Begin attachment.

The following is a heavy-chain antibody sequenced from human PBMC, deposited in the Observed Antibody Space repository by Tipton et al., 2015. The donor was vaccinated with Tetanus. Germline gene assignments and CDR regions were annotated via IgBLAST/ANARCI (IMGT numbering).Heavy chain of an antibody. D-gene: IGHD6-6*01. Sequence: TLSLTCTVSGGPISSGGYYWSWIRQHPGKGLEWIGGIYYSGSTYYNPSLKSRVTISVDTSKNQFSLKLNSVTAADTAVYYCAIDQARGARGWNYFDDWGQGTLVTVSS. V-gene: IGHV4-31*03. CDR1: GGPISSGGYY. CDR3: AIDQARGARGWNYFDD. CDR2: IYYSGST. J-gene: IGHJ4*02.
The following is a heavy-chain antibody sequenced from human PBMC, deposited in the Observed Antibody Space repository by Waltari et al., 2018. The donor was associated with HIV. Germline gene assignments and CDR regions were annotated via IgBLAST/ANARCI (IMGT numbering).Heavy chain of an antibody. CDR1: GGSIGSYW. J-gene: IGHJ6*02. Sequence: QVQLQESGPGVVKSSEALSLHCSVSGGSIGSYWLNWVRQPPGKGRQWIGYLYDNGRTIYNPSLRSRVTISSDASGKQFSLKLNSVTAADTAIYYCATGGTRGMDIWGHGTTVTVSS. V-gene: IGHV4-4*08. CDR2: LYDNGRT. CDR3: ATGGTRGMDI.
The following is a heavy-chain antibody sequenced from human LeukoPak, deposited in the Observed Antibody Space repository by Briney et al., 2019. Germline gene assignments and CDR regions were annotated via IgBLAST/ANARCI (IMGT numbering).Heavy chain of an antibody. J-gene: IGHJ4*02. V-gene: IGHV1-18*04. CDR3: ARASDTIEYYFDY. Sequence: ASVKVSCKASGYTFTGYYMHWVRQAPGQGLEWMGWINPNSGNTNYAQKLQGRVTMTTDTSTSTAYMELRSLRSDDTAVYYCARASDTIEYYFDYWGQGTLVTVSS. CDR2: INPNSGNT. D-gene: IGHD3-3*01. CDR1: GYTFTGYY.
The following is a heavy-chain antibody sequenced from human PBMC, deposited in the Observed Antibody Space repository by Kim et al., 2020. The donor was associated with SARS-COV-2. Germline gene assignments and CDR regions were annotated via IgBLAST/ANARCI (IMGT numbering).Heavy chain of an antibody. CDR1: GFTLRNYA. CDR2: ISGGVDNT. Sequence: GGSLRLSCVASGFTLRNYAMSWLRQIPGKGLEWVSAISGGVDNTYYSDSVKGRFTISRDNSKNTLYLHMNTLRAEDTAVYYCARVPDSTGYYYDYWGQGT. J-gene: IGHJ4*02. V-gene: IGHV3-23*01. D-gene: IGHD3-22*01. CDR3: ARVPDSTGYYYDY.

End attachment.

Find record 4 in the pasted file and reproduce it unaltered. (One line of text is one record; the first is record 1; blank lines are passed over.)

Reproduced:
The following is a heavy-chain antibody sequenced from human PBMC, deposited in the Observed Antibody Space repository by Kim et al., 2020. The donor was associated with SARS-COV-2. Germline gene assignments and CDR regions were annotated via IgBLAST/ANARCI (IMGT numbering).Heavy chain of an antibody. CDR1: GFTLRNYA. CDR2: ISGGVDNT. Sequence: GGSLRLSCVASGFTLRNYAMSWLRQIPGKGLEWVSAISGGVDNTYYSDSVKGRFTISRDNSKNTLYLHMNTLRAEDTAVYYCARVPDSTGYYYDYWGQGT. J-gene: IGHJ4*02. V-gene: IGHV3-23*01. D-gene: IGHD3-22*01. CDR3: ARVPDSTGYYYDY.